Low Volatility ZDDP Technology: Part 2 - Exhaust Catalysts Performance in Field Applications 2007-01-4107
Phosphorus is known to reduce effectiveness of the three-way catalysts (TWC) commonly used by automotive OEMs. This phenomenon is referred to as catalyst deactivation. The process occurs as zinc dialkyldithiophosphate (ZDDP) decomposes in an engine creating many phosphorus species, which eventually interact with the active sites of exhaust catalysts. This phosphorous comes from both oil consumption and volatilization. Novel low-volatility ZDDP is designed in such a way that the amounts of volatile phosphorus species are significantly reduced while their antiwear and antioxidant performances are maintained.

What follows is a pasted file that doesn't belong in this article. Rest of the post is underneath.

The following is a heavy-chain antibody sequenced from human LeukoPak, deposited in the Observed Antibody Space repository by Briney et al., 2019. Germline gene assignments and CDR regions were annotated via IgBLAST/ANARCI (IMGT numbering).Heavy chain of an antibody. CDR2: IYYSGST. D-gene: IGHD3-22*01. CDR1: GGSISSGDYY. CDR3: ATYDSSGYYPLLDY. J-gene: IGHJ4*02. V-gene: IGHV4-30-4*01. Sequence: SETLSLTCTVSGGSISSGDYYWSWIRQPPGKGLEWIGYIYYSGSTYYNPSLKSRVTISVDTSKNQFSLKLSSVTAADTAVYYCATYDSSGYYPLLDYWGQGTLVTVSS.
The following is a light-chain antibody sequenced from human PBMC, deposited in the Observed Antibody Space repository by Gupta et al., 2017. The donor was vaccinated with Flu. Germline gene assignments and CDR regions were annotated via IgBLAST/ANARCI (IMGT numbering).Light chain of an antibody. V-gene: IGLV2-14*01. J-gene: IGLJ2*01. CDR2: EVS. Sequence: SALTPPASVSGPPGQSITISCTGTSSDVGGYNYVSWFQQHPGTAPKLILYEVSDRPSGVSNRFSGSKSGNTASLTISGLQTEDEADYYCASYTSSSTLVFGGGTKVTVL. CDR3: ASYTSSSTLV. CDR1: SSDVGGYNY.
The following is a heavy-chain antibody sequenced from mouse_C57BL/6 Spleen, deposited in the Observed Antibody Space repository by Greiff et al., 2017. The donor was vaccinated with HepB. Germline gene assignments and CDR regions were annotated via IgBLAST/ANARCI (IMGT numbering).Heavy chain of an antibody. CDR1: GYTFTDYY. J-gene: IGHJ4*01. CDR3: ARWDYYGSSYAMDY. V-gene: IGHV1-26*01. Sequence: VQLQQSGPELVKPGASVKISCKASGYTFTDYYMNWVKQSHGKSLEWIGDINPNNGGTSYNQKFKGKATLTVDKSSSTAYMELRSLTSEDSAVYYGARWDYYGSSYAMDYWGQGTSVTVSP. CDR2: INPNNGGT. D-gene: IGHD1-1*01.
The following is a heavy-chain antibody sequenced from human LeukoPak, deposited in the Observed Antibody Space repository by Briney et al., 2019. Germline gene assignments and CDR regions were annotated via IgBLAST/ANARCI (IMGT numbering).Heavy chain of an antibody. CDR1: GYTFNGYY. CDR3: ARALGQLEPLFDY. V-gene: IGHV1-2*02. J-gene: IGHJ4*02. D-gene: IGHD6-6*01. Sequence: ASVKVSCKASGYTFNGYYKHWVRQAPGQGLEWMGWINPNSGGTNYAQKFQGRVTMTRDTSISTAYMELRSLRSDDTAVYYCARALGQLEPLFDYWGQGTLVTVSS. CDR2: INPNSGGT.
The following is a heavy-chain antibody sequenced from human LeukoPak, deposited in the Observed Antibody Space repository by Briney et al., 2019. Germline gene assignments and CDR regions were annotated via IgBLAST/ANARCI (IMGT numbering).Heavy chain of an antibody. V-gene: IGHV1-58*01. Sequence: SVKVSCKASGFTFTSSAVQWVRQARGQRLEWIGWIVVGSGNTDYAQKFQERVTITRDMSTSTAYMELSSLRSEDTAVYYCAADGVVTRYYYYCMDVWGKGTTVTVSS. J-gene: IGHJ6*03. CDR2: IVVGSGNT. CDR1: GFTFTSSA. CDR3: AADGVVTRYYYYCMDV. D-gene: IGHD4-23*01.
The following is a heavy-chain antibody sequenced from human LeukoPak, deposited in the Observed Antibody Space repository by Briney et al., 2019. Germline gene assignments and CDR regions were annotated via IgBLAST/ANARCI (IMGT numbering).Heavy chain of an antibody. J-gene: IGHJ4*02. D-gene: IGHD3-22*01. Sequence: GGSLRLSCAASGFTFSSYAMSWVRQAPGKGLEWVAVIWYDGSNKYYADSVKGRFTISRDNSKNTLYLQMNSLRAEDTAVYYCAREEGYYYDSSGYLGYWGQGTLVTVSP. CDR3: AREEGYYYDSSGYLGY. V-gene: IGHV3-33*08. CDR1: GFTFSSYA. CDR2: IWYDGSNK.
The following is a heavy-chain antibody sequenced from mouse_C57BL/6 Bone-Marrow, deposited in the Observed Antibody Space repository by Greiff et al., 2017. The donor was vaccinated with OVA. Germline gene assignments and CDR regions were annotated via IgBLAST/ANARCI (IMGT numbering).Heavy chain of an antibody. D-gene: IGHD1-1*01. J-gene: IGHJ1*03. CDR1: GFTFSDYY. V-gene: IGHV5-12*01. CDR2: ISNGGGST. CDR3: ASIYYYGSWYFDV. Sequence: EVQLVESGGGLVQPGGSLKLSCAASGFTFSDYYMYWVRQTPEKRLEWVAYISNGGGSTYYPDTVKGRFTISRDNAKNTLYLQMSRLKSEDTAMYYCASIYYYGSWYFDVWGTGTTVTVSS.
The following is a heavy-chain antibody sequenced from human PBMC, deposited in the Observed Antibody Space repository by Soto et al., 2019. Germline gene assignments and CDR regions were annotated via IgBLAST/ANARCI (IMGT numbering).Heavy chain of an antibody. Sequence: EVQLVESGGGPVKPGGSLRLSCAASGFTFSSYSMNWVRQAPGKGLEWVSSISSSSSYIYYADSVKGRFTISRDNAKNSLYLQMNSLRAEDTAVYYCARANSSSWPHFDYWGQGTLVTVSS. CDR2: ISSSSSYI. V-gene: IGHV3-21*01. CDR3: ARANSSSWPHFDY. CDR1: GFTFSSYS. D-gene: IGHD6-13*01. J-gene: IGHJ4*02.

A recent field trial conducted in New York City taxi cabs provided two sets of “aged” catalysts that had been exposed to GF-4-type formulations. The trial compared fluids formulated with conventional and low-volatility ZDDPs. Results of field test examination were reported in an earlier paper (1). As a part of our current examinations, Federal Test Procedure (FTP-75) emissions tests were conducted. Emissions data collected showed a statistically significant difference in 50% hydrocarbon (HC) efficiency light-off time, on low impact ZDDP as compared to conventional ZDDP, and an even greater effect on nitrogen oxides (NOx) and carbon monoxide (CO) emissions due to a reduction in the phosphorus-derived catalyst deactivation.